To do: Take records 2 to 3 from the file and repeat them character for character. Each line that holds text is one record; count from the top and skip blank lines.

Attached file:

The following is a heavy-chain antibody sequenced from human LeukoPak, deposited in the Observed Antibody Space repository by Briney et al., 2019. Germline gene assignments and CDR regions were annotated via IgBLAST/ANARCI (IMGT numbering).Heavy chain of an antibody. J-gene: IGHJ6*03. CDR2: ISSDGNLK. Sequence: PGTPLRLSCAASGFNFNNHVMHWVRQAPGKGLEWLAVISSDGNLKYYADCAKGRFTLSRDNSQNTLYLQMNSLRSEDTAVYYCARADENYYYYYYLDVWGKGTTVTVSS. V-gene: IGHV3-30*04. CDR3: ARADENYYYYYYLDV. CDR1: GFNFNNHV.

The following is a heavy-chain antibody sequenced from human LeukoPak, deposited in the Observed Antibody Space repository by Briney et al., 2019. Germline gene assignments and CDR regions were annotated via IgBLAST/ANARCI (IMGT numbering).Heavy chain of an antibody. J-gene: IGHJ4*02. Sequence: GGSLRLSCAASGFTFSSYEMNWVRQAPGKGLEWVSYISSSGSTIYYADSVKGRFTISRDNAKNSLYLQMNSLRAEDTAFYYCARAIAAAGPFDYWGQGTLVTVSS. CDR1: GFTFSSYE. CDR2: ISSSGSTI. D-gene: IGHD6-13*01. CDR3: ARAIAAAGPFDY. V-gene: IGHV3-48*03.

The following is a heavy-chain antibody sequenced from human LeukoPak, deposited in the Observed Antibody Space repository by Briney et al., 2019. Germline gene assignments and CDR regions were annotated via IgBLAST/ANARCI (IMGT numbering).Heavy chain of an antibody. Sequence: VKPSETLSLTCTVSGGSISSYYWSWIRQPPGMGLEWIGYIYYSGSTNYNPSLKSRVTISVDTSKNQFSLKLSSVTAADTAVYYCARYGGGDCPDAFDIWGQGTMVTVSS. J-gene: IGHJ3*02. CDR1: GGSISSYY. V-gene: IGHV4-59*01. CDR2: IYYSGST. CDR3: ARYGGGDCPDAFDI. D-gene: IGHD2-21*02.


The following is a heavy-chain antibody sequenced from human LeukoPak, deposited in the Observed Antibody Space repository by Briney et al., 2019. Germline gene assignments and CDR regions were annotated via IgBLAST/ANARCI (IMGT numbering).Heavy chain of an antibody. J-gene: IGHJ4*02. Sequence: GGSLRLSCAASGFTFSSYEMNWVRQAPGKGLEWVSYISSSGSTIYYADSVKGRFTISRDNAKNSLYLQMNSLRAEDTAFYYCARAIAAAGPFDYWGQGTLVTVSS. CDR1: GFTFSSYE. CDR2: ISSSGSTI. D-gene: IGHD6-13*01. CDR3: ARAIAAAGPFDY. V-gene: IGHV3-48*03.

The following is a heavy-chain antibody sequenced from human LeukoPak, deposited in the Observed Antibody Space repository by Briney et al., 2019. Germline gene assignments and CDR regions were annotated via IgBLAST/ANARCI (IMGT numbering).Heavy chain of an antibody. Sequence: VKPSETLSLTCTVSGGSISSYYWSWIRQPPGMGLEWIGYIYYSGSTNYNPSLKSRVTISVDTSKNQFSLKLSSVTAADTAVYYCARYGGGDCPDAFDIWGQGTMVTVSS. J-gene: IGHJ3*02. CDR1: GGSISSYY. V-gene: IGHV4-59*01. CDR2: IYYSGST. CDR3: ARYGGGDCPDAFDI. D-gene: IGHD2-21*02.